Most organizations want to become more Agile, because being Agile has become a requirement to stay competitive. But it is easier to talk about being Agile than actually understanding and embracing the concept.
So let us give you a quick, condensed summary of most important problems to focus on, and how to solve them. But first:
What Agile actually means
The word Agile is used to denote many different things, but what I mean in this context is, in short:
“Quicker reaction to customer needs and more accurately directed value delivery with the aid of the company’s product and competence resources.”
Even within the next few years, becoming more Agile will only increase in importance.
What organizations typically get wrong about Agile today
Companies from all walks of life scramble to become more Agile. In software development, many teams have been Agile for quite some time now. Of course, at least as many teams and companies are talking plenty about agility, but with no understanding whatsoever of what being Agile really means in practice.
In reality, at both the team and company level, real agility is but a distant dream for many.
In many companies, Agility has become an obligation rather than a positive goal. Far too often, we see companies and employees better their image by spouting their agileness. They say they have become Agile, perhaps using Scrum or Kanban, without having actually changed the way they react to customer wishes, and produce customer value, at all.
The important themes of Agile
When you go up a level from the teams, the principles of Agile (and also Lean) are poorly understood. So the objectives are forgotten and agility becomes just one process among others.
If your objective is to develop a truly Agile organization, a few themes are more important than others. The three main development themes - which we will now explain in turn - are:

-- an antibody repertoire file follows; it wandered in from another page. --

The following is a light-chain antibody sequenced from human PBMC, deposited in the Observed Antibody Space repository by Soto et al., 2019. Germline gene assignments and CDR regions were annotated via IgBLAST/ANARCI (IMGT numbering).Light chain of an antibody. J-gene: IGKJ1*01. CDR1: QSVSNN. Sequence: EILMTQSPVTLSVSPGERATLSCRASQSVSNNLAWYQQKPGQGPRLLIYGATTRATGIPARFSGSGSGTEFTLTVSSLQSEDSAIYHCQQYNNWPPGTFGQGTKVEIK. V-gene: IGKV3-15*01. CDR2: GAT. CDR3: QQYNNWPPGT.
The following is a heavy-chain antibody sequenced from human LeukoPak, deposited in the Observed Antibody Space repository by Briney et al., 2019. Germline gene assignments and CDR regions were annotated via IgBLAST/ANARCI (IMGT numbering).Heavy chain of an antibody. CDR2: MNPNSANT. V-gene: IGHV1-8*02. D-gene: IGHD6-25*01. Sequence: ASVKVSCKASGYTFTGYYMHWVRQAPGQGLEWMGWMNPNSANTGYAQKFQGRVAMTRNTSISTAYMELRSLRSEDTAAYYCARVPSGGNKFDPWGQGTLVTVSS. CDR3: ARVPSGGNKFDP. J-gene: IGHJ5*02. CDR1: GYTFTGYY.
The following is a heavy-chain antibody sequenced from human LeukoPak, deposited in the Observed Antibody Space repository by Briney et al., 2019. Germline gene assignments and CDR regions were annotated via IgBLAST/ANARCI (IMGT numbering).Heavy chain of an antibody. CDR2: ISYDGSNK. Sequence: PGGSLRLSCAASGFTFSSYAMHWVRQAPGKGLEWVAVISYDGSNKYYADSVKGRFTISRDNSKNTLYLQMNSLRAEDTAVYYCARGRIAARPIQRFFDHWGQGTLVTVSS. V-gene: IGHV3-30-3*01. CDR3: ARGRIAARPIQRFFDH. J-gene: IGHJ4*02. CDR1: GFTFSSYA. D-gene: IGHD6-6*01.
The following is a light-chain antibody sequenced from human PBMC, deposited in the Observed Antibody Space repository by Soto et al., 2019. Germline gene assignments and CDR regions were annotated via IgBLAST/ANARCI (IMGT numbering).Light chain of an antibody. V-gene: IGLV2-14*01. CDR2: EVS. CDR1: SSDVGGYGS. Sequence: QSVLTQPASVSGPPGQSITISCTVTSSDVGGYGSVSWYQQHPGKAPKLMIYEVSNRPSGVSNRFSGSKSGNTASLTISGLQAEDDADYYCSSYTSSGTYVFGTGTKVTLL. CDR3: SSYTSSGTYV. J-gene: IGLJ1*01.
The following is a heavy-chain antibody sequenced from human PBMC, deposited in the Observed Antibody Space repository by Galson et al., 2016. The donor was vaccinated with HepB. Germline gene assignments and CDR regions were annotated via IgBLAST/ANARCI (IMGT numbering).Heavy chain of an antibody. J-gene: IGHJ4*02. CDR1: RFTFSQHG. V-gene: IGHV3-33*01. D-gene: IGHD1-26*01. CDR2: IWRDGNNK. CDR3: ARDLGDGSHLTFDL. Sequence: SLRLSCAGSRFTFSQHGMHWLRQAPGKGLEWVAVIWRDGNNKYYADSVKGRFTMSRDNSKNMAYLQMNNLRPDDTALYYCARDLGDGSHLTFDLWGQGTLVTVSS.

- decision-making mechanisms
- cash flow planning
- operational culture
To be truly Agile, you cannot neglect any of these three.
Agile decision making can be summarized in a single sentence as follows:
Enterprise resource planning should always take place and business decisions should always be made at the lowest level possible, but still in accordance with the company’s strategy and in the company’s interest.
Your company should be able to make decisions as quickly and as correctly as possible. This is only possible when decisions are made as close to the source of the need for decision making as possible, and with as few intermediaries as possible.
For this, you need a very clear strategy and clearly defined values and objectives from the company.
People and teams must be able to make decisions that are in the interest of the company, and in accordance with the company objectives. And these people need to be able to do so without having to ask for authorization or additional information: this should already be available to them.
Ready-made decision making models
The Agile methods and Lean thinking provide some ways to realize this. For instance, the SAFe® model helps make teams aware of the company objectives in as clear a way as possible, using Themes, Epics, and Releases. With these control mechanisms, the teams should be able to operate on their own initiative. It takes trust, though.